Early 2019, we saw mining company Vale have the tailings dams failures that cost them billions of dollars.

This is an industry that can do things when it understands the need and is motivated to do so. I think part of the answer is making sure that it's understood in the culture and that the incentives are appropriate to make sure those things are happening.

Rio Tinto is a very high-quality company, full of very smart individuals. In terms of ESG (environmental, social, governance), the investing community has sent a clear message to Rio Tinto, and Rio Tinto has sent a clear message to its organization, and I think the message is pretty clear to the industry as well that this requires full focus.

The feedback from institutional shareholders to Rio Tinto is pretty clear that having trust in your community is vital to your social license to operate. It's really important for Rio Tinto to re-establish that trust with the parties involved - key stakeholders, traditional owners, and a community.


With the departures of the CEO and other key executives, we retain our Standard stewardship rating for Rio Tinto. We think new management will do what it takes to avoid a recurrence of the Juukan Gorge mistake and preserve social licence.

The Stewardship rating has various components:

  • Balance sheet

Rio Tinto’s balance sheet is sound, and we expect the company to run a relatively conservative balance sheet for the foreseeable future. This reflects painful lessons from the global financial crisis when the company undertook a value-destructive discounted equity issue after taking on too much debt for acquisitions during the preceding boom.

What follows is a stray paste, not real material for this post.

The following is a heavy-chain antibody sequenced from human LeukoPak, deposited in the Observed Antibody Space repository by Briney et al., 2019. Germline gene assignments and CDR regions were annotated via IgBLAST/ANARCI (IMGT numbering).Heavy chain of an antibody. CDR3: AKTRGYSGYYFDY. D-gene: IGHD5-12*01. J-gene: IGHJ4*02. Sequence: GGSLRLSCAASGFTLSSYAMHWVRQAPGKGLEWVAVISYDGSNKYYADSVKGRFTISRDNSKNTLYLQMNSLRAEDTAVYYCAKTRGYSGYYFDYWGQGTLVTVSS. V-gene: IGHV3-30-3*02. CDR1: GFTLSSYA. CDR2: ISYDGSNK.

We think they're going to continue to have a strong balance sheet in the future regardless of who the managing director is. If someone else came in and had a completely different strategy, then we might reassess. But that would be highly unlikely. I think the business understands the need to have a strong balance sheet.

We like the focus on returning excess cash to shareholders and think the company’s approach to shareholder distributions is appropriate.

  • Shareholder distributions

The management has made it pretty clear that whenever the company has excess capital, it is going to go to shareholders. I think that is the correct approach.